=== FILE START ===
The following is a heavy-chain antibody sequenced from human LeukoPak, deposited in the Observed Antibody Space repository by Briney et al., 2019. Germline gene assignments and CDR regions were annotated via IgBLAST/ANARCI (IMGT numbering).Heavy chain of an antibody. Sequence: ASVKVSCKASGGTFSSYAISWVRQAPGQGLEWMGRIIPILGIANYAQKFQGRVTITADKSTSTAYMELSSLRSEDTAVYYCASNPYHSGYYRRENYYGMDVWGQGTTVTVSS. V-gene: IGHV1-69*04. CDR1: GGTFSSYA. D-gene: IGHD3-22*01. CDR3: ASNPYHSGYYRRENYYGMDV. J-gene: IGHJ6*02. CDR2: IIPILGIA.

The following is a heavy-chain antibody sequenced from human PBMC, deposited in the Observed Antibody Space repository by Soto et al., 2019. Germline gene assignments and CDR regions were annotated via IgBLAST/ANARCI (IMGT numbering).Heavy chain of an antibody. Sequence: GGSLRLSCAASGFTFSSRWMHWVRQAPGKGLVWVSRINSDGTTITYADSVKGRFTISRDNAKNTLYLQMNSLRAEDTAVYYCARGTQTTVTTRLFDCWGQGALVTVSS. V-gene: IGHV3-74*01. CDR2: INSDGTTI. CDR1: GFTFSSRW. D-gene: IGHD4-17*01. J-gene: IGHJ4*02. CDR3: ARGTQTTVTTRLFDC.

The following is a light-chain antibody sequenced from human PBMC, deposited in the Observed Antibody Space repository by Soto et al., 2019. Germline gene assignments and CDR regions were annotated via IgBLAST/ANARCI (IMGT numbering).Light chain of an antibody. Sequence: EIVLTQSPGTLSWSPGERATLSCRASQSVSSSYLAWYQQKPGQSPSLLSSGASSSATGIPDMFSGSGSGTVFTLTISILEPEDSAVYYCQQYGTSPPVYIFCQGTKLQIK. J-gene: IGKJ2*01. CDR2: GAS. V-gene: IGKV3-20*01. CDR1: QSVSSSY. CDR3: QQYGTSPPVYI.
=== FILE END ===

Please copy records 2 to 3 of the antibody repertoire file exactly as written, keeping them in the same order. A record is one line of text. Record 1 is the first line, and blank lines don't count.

The following is a heavy-chain antibody sequenced from human PBMC, deposited in the Observed Antibody Space repository by Soto et al., 2019. Germline gene assignments and CDR regions were annotated via IgBLAST/ANARCI (IMGT numbering).Heavy chain of an antibody. Sequence: GGSLRLSCAASGFTFSSRWMHWVRQAPGKGLVWVSRINSDGTTITYADSVKGRFTISRDNAKNTLYLQMNSLRAEDTAVYYCARGTQTTVTTRLFDCWGQGALVTVSS. V-gene: IGHV3-74*01. CDR2: INSDGTTI. CDR1: GFTFSSRW. D-gene: IGHD4-17*01. J-gene: IGHJ4*02. CDR3: ARGTQTTVTTRLFDC.

The following is a light-chain antibody sequenced from human PBMC, deposited in the Observed Antibody Space repository by Soto et al., 2019. Germline gene assignments and CDR regions were annotated via IgBLAST/ANARCI (IMGT numbering).Light chain of an antibody. Sequence: EIVLTQSPGTLSWSPGERATLSCRASQSVSSSYLAWYQQKPGQSPSLLSSGASSSATGIPDMFSGSGSGTVFTLTISILEPEDSAVYYCQQYGTSPPVYIFCQGTKLQIK. J-gene: IGKJ2*01. CDR2: GAS. V-gene: IGKV3-20*01. CDR1: QSVSSSY. CDR3: QQYGTSPPVYI.